Third measure of day that would rein in city spending on its employees quashed.


Earlier today, The Appeal dutifully reported that political pressure forced supervisors on Thursday to kill off ballot measures that would help the city spend less on salaries for firefighters and Muni transit operators.

And a few hours later, labor wrapped up its complete-game shutout, convincing supervisors to effectively geld Supervisor Sean Elsbernd’s proposed ballot measure that would have asked voters to reform retired city employees’ pension and retiree health benefits — so much so that Elsbernd removed his and the mayor’s names as sponsors of the legislation.

Elsbernd proposed that the city’s public safety employees contribute 9% of their annual paychecks to the city’s stressed and soon-to-be-overdrawn pension fund (right now employees contribute 7.5%, and the city covers the difference), and have employee’s pensions set by their average paycheck over the last three years of their employment (the latter to combat “pension spiking,” in which employees — mostly police and fire, we’re told — receive a promotion or raise shortly before their retirement, and then have their pension based on the late “spike”).

Instead, Supervisor Eric Mar introduced amendments that would have SEIU employees contribute 7.5% of their checks in return for 7% guaranteed raises, and reduce the three-year survey to a two-year survey. Mar, a progressive, introduced both amendments the behest of SEIU Local 1021 representatives, a City Hall source told The Appeal.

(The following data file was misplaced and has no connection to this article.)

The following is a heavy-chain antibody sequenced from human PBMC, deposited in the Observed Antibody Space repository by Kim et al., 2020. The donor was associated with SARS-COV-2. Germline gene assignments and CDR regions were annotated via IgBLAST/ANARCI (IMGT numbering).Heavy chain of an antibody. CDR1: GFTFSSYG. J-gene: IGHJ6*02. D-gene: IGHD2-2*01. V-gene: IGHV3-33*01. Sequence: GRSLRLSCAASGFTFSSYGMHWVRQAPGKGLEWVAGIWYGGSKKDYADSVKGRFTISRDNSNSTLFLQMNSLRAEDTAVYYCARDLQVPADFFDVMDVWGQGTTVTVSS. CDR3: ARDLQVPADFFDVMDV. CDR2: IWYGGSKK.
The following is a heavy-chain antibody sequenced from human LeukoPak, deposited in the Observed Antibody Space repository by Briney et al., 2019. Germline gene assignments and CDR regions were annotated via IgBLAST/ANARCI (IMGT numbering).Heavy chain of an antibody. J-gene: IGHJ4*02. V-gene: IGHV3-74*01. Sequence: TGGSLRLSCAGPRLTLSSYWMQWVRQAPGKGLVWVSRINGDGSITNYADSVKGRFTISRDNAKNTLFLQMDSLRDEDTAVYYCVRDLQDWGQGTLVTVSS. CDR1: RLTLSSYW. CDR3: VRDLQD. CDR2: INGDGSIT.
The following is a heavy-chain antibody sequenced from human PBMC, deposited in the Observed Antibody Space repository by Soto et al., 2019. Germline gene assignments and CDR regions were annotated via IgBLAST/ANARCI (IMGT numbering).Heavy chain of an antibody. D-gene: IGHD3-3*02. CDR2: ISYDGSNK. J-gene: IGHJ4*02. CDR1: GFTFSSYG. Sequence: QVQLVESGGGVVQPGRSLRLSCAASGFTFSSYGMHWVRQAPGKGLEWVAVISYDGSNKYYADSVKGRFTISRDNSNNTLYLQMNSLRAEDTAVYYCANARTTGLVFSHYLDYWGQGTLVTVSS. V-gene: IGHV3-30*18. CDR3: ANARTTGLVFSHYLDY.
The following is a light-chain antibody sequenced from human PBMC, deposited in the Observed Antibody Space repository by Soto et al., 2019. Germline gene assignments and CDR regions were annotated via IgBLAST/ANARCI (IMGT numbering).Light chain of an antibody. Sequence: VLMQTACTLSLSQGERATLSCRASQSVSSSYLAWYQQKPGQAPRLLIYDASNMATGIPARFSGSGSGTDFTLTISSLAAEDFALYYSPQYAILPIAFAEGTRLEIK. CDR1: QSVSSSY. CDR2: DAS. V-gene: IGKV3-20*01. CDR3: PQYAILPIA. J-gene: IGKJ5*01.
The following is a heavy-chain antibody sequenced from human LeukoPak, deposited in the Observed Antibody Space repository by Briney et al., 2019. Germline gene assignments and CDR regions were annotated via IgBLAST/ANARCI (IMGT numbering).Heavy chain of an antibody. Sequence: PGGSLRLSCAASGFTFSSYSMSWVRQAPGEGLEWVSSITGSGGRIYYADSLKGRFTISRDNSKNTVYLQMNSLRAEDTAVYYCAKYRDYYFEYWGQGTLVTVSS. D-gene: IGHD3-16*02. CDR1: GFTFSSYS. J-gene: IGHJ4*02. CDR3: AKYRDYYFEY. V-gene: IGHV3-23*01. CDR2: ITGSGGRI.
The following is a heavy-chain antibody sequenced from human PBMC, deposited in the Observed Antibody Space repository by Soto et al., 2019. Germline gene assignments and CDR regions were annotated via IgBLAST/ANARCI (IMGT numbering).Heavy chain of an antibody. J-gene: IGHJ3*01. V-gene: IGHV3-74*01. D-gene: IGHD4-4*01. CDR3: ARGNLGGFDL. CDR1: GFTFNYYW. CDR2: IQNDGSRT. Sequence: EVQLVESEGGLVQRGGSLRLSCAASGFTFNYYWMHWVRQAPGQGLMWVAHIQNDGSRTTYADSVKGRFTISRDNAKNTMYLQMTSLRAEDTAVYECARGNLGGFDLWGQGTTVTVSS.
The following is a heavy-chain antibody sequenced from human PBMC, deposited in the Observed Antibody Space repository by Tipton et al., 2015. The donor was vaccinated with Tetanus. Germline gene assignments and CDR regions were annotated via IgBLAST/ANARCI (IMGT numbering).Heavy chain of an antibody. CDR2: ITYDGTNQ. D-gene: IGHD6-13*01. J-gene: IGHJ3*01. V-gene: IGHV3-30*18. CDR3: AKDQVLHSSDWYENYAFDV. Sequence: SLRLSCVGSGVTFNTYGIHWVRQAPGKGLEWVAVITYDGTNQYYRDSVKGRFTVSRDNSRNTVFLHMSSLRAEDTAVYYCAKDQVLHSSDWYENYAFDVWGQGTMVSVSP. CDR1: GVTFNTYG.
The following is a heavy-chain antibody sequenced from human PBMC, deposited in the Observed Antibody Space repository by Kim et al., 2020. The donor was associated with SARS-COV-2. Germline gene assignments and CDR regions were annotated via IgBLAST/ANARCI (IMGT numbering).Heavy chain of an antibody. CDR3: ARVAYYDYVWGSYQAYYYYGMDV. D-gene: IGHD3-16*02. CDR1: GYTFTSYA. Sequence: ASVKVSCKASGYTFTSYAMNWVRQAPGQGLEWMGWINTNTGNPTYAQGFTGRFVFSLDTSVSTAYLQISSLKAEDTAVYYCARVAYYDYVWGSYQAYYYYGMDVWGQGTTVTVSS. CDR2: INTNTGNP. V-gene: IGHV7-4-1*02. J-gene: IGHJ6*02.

Elsbernd’s original proposal would have resulted in “significantly reduced costs,” according to the Controller. Mar’s new additions have not been fiscally analyzed, but Elsbernd offered his own assessment.

“These amendments will increase employer costs,” he said.

Both Elsbernd’s original measure and Mar’s new, labor-friendlier measure will go to the full Board of Supervisors next Tuesday.

Elsbernd’s ballot measure will likely fail at the Board, and if a majority of the Board of Supervisors approve Mar’s updated version, Elsbernd will oppose it.

It is possible that voters could see his original proposal in some form: voters could be asked to affix their names to circulated petitions to put the charter amendments on the ballot. No solid plans as yet exist to do so.

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